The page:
In 2020, the first wave of non-traditional credit cards will hit the market. Instead of focusing solely on miles, cashback, or points, these young fintech companies began to focus more on unique rewards, from wine and crypto to fitness benefits and environmental benefits.
There was a sense that a reward evolution could be in the works. It was a great idea until it didn’t work.
By mid-2023 many new cards will be discontinued:
What is the Grand Reserve World Mastercard, a wine-centric card? It’s as simple as putting a cork into it.
In February 2023, the fitness-oriented Paceline Card held its final race. In its FAQ, Paceline says: “We will be back. “)
Aspiration Zero, the green card that promised to plant one tree with every purchase. The Aspiration Zero card was removed from the market in May.
Are novelty lifestyle rewards not enough for consumers to switch from the major credit cards that offer known quantities of rewards? It may be a matter of what niche the cards are targeting.
High costs can make it difficult to be heard over the din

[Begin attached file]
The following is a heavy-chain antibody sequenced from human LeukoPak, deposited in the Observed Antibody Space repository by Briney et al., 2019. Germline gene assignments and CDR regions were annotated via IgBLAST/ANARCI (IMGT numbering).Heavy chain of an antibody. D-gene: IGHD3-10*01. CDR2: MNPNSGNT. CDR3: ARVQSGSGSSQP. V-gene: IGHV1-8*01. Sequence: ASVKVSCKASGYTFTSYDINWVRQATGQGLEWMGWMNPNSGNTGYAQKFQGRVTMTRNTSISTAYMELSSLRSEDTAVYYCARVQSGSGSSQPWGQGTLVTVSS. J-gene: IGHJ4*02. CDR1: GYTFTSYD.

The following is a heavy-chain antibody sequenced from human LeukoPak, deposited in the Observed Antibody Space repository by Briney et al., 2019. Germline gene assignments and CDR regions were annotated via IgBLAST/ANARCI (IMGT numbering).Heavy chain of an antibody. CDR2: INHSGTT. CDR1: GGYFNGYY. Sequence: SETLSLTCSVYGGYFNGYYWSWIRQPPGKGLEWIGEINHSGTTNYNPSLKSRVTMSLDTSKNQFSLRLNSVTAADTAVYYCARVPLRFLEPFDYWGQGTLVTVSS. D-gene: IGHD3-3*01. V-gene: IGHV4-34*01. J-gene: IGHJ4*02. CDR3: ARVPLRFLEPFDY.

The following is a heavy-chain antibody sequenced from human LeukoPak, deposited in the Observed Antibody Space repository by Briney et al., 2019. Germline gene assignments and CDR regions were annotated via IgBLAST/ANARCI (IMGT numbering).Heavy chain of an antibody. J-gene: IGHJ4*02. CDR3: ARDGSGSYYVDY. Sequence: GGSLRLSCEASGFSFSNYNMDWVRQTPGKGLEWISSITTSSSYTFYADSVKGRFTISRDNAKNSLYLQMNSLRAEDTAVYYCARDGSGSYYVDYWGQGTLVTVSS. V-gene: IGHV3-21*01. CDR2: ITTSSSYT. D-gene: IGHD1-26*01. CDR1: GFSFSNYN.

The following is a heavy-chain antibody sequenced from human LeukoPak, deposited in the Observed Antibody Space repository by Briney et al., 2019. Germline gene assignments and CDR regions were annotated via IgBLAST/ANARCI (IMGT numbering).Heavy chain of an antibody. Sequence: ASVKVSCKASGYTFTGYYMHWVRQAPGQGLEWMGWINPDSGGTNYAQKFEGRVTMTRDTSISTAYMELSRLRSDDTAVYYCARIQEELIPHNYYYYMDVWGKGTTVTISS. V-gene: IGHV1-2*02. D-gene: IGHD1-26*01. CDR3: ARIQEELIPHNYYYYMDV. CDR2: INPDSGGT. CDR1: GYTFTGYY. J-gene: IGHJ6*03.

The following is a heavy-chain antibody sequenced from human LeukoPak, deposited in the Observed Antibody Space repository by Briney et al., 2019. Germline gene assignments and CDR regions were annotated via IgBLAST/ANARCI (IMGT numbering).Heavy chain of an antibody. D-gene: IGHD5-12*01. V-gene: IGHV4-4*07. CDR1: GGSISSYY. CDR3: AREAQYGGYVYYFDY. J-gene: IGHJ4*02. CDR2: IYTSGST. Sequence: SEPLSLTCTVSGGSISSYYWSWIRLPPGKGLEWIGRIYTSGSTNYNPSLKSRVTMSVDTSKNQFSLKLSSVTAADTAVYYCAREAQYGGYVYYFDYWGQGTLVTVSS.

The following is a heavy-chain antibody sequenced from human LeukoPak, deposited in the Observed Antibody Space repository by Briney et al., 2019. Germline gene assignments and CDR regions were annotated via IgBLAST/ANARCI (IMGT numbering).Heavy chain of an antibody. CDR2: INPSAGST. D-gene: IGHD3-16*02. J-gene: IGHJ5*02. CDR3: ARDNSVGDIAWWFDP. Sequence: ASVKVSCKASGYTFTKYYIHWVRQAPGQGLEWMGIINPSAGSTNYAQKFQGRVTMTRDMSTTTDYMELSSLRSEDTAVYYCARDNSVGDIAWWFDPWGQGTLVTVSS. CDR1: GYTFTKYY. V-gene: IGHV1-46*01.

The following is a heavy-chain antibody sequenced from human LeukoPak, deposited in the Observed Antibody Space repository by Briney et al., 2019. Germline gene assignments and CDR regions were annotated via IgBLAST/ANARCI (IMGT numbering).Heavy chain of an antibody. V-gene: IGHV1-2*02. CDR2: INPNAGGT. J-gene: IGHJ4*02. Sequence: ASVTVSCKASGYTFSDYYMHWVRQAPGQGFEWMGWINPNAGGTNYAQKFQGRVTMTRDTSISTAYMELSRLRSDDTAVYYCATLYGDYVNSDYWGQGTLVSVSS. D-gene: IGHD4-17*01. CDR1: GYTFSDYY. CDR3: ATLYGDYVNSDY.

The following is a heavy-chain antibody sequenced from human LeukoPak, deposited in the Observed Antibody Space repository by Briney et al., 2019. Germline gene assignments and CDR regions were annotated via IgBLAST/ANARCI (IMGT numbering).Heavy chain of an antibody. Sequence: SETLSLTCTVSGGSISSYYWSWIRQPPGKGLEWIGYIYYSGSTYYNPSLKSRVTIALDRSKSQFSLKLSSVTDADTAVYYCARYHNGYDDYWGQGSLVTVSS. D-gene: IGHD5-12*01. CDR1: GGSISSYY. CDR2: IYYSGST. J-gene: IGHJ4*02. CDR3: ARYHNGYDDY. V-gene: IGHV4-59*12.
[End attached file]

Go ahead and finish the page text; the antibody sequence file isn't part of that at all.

Fintechs can take one of two routes to bring a credit card to market. They either start from scratch or they partner with an existing company who has a back-end system.
According to Matthew Goldman of Totavi in Pasadena California, an expert in the development of financial technology products, the first option allows the startup to own the infrastructure of the card, making it easier for them customize. However, it also requires the creation of systems such as licensing, transaction processing and customer service. It’s also time and resource intensive.
Goldman was interviewed over the phone and by email. Goldman said that this can be a long process, and then a period where the company may lose money while it tries to gain market share. The total investment required to launch a new credit card can reach more than 100 million dollars.
Goldman said, “It is difficult to compete with the Chases of the world.” Goldman says that the startup capital costs are two to three times more expensive than those of established companies. You can’t stand out among the crowd. ”